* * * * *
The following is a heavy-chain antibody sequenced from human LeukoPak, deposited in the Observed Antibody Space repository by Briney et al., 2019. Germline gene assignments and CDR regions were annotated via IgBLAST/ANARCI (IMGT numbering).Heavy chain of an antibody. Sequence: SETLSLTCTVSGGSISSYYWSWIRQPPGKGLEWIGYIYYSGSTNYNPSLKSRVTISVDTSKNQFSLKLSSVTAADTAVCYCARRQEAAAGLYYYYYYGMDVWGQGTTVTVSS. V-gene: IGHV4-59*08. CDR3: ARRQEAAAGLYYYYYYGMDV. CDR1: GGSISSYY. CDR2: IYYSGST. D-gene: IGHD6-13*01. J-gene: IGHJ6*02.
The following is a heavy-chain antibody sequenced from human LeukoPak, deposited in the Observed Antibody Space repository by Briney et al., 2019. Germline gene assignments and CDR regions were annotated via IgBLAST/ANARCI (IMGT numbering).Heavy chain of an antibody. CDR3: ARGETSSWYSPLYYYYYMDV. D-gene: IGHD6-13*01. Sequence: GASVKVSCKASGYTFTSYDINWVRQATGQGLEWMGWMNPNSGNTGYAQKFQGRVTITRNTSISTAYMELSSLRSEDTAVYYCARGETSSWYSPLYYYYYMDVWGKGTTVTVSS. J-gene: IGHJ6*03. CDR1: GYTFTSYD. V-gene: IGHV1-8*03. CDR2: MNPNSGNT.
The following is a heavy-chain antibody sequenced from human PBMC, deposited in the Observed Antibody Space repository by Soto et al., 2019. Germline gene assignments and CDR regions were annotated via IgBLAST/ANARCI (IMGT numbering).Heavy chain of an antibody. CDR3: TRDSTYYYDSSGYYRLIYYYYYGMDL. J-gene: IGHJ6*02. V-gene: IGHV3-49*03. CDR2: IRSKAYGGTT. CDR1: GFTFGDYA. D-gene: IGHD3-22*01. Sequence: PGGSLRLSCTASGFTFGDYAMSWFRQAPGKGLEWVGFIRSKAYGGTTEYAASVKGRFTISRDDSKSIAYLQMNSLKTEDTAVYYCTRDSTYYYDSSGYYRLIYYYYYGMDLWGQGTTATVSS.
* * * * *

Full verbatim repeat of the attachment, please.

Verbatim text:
The following is a heavy-chain antibody sequenced from human LeukoPak, deposited in the Observed Antibody Space repository by Briney et al., 2019. Germline gene assignments and CDR regions were annotated via IgBLAST/ANARCI (IMGT numbering).Heavy chain of an antibody. Sequence: SETLSLTCTVSGGSISSYYWSWIRQPPGKGLEWIGYIYYSGSTNYNPSLKSRVTISVDTSKNQFSLKLSSVTAADTAVCYCARRQEAAAGLYYYYYYGMDVWGQGTTVTVSS. V-gene: IGHV4-59*08. CDR3: ARRQEAAAGLYYYYYYGMDV. CDR1: GGSISSYY. CDR2: IYYSGST. D-gene: IGHD6-13*01. J-gene: IGHJ6*02.
The following is a heavy-chain antibody sequenced from human LeukoPak, deposited in the Observed Antibody Space repository by Briney et al., 2019. Germline gene assignments and CDR regions were annotated via IgBLAST/ANARCI (IMGT numbering).Heavy chain of an antibody. CDR3: ARGETSSWYSPLYYYYYMDV. D-gene: IGHD6-13*01. Sequence: GASVKVSCKASGYTFTSYDINWVRQATGQGLEWMGWMNPNSGNTGYAQKFQGRVTITRNTSISTAYMELSSLRSEDTAVYYCARGETSSWYSPLYYYYYMDVWGKGTTVTVSS. J-gene: IGHJ6*03. CDR1: GYTFTSYD. V-gene: IGHV1-8*03. CDR2: MNPNSGNT.
The following is a heavy-chain antibody sequenced from human PBMC, deposited in the Observed Antibody Space repository by Soto et al., 2019. Germline gene assignments and CDR regions were annotated via IgBLAST/ANARCI (IMGT numbering).Heavy chain of an antibody. CDR3: TRDSTYYYDSSGYYRLIYYYYYGMDL. J-gene: IGHJ6*02. V-gene: IGHV3-49*03. CDR2: IRSKAYGGTT. CDR1: GFTFGDYA. D-gene: IGHD3-22*01. Sequence: PGGSLRLSCTASGFTFGDYAMSWFRQAPGKGLEWVGFIRSKAYGGTTEYAASVKGRFTISRDDSKSIAYLQMNSLKTEDTAVYYCTRDSTYYYDSSGYYRLIYYYYYGMDLWGQGTTATVSS.